My Two Black Babies

I am a scrawny, freckle-faced white girl with blue eyes and dark hair–always have been. I must have been quite a sight to see in 1977 carrying around two dark-skinned dolls. Everywhere I went, they were in my arms. I loved them. I thought they were the most beautiful dolls I’d ever laid eyes upon, and they were mine! We were quite poor in those years, my grandparents watching us during the days and nights while my single-mom worked two jobs. My black-skinned, curly-haired, negro plastic daughters were my pride and joy, so beautiful, so cute. I was one proud momma!

My Poppo (grandpa) would joke and tell me to get those black babies outta here, always with a smile, but I remember wondering why he made comments. Were these babies not the most beautiful thing he’d ever seen? I loved my Poppo. I was his girl. The memories leave me pondering.

I wonder what being the proud momma of two black babies gave to me. I wonder what depth of love and acceptance my mom imparted by buying me those lovely dolls in 1977. I know that the household she grew up in was culturally segregated as were most households in that era. I know that the comments my Poppo made were based in underlying lack of acceptance of colored skin, even if they were good-natured. I know that the comments are attached to the love I had for those babies, and that I felt defensive and curious that someone would want me to ‘get them outta here.’ If not for his comments, I may not even have known those babies were any different from me. Just more beautiful.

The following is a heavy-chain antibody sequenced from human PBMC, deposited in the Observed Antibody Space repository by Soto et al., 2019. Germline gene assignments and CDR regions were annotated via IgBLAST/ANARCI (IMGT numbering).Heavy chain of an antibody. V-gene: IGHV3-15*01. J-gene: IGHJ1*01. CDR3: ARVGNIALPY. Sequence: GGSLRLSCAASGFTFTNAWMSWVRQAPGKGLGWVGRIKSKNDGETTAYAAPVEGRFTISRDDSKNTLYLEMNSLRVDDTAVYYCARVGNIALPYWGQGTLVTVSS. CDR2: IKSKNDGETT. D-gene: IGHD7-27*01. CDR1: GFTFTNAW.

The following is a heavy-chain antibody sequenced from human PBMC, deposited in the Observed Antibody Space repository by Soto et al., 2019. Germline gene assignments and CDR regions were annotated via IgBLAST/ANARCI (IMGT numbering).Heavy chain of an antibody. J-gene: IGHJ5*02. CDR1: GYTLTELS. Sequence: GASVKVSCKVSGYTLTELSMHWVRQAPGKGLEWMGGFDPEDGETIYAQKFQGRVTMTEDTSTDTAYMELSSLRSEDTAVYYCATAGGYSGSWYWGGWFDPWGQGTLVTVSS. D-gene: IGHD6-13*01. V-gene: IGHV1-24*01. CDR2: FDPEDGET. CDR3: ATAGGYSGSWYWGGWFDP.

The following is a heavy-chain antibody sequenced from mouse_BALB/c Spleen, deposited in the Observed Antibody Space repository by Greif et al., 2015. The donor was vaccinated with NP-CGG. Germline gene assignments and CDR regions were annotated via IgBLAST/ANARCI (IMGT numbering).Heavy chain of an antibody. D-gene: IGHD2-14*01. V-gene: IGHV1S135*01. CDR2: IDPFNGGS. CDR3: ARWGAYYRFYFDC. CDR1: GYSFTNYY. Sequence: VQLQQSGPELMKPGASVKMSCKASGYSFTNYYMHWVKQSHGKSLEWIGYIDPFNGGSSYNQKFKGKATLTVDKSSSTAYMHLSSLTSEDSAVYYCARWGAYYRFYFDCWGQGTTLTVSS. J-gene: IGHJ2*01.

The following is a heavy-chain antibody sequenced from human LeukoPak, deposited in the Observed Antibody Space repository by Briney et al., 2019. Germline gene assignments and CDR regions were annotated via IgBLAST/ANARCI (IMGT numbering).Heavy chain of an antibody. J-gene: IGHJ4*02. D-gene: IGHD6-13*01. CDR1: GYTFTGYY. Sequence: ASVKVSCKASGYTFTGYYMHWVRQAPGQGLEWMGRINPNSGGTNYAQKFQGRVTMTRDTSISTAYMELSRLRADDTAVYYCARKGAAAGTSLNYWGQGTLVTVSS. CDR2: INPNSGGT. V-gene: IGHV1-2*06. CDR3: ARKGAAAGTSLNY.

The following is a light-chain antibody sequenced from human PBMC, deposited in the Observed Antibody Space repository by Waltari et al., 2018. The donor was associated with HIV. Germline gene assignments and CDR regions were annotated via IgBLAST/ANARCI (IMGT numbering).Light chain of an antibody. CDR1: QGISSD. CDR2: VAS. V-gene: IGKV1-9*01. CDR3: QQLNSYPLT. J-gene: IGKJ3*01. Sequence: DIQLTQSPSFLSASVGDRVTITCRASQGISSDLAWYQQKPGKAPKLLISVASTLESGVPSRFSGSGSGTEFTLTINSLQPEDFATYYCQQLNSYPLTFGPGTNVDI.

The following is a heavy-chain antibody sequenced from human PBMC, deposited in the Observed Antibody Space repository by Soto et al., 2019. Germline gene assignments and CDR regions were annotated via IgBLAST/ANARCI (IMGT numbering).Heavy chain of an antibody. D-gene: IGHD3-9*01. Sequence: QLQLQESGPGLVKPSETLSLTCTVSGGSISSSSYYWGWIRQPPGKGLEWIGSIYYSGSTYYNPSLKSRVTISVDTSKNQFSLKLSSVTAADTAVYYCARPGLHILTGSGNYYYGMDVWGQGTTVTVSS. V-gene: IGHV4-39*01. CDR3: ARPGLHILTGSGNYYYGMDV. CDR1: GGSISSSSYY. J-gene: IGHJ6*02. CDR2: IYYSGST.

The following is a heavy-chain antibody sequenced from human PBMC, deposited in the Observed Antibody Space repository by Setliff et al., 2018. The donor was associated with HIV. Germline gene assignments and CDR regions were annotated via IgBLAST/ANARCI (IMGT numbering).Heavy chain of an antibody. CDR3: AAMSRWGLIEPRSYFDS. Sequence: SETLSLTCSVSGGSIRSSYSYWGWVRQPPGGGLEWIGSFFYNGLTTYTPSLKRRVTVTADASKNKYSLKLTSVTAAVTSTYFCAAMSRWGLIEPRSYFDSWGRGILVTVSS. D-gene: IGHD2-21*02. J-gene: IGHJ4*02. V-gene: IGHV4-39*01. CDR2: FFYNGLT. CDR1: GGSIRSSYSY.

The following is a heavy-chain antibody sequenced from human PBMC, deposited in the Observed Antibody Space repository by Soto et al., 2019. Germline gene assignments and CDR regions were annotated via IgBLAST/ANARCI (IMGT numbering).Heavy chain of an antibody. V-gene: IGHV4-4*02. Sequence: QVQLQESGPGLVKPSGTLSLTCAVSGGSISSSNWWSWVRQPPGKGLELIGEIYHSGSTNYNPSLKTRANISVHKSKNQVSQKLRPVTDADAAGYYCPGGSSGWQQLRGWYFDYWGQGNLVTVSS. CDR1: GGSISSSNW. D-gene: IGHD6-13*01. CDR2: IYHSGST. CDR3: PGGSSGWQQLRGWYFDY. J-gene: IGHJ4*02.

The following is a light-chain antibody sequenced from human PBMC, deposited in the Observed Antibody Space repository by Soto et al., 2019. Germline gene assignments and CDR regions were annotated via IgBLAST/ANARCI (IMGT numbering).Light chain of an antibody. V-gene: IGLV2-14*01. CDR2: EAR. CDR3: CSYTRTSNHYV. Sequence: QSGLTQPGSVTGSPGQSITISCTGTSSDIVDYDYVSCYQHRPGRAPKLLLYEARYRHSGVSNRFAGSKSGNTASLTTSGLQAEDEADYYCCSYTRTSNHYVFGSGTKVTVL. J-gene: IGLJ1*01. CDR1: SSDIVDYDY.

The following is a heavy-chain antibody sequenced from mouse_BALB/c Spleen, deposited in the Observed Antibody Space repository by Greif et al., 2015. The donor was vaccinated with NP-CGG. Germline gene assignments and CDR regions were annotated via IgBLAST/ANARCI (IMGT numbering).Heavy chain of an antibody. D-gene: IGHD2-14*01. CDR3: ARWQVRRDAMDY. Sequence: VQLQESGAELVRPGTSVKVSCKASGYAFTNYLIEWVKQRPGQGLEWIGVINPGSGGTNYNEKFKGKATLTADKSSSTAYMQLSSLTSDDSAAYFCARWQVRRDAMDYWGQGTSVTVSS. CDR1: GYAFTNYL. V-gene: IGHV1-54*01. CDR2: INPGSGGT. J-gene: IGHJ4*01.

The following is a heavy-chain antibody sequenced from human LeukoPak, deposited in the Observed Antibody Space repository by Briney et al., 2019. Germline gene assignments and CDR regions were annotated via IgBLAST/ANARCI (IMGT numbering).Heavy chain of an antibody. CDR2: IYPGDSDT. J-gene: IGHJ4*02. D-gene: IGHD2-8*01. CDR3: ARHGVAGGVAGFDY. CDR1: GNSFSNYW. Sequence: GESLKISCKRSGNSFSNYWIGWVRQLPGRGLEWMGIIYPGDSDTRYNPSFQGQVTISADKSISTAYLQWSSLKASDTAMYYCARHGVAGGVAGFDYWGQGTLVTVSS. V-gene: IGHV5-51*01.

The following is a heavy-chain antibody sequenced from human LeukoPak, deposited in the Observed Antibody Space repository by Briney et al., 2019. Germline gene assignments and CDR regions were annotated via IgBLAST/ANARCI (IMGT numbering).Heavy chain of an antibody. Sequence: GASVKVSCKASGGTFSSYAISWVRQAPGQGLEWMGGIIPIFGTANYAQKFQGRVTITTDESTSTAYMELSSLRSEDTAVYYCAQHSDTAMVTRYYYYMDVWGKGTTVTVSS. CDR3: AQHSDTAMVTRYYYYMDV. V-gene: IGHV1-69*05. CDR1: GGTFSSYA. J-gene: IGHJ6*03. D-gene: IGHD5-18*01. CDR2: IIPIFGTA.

I remember feeling especially proud in the grocery store, or at a Village Inn table. I hoped other people saw my beautiful babies, and noticed that they were more beautiful than all the other dollies in the arms of other little girls.

Are those babies the reason I think that black skin is the most beautiful skin on the planet? Although I see racism’s presence in our culture, and don’t doubt its existence, even when it is subtle, I feel as surprised and dumbfounded about it as I did when I was six years old. Thank you, mom, for expanding my world when I was so little, offering the opportunity to love, and to ponder this issue from an innocent and pure state of mind for a lifetime.




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